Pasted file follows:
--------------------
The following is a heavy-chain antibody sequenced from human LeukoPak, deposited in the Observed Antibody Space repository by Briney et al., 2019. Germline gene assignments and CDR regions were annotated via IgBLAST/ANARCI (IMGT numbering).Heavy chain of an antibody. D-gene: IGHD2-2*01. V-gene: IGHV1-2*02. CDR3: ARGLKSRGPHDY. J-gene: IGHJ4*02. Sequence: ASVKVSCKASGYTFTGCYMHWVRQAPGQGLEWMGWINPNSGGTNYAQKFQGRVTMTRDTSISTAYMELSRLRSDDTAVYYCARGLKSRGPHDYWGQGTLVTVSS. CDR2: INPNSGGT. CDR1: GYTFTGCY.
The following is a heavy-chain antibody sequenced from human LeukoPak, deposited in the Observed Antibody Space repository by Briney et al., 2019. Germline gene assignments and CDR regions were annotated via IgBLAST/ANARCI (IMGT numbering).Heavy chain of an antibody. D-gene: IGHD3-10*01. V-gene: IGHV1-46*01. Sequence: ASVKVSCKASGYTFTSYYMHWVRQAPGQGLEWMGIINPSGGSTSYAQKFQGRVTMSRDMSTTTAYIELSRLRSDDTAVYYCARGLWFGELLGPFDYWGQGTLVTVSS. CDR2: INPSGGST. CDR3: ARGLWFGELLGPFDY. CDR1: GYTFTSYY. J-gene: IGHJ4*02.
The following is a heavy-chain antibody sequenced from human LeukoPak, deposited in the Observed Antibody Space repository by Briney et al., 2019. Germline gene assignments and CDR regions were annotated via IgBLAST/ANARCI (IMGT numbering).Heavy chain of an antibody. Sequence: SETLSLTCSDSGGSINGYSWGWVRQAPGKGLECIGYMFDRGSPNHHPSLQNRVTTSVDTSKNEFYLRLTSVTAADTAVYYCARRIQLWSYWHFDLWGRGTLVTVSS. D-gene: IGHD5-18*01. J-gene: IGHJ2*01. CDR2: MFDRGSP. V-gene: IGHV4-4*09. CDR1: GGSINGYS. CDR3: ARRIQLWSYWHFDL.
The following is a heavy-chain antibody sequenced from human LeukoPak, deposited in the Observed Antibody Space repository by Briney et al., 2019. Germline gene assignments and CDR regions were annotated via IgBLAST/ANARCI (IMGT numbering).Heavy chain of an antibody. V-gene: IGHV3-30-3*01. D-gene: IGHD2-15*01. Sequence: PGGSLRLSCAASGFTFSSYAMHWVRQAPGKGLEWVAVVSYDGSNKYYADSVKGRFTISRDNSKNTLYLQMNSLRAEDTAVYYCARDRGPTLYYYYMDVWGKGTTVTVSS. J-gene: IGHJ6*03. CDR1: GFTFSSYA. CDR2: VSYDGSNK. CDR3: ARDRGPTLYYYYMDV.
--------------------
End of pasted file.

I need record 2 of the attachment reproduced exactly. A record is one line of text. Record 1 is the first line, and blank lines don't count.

The following is a heavy-chain antibody sequenced from human LeukoPak, deposited in the Observed Antibody Space repository by Briney et al., 2019. Germline gene assignments and CDR regions were annotated via IgBLAST/ANARCI (IMGT numbering).Heavy chain of an antibody. D-gene: IGHD3-10*01. V-gene: IGHV1-46*01. Sequence: ASVKVSCKASGYTFTSYYMHWVRQAPGQGLEWMGIINPSGGSTSYAQKFQGRVTMSRDMSTTTAYIELSRLRSDDTAVYYCARGLWFGELLGPFDYWGQGTLVTVSS. CDR2: INPSGGST. CDR3: ARGLWFGELLGPFDY. CDR1: GYTFTSYY. J-gene: IGHJ4*02.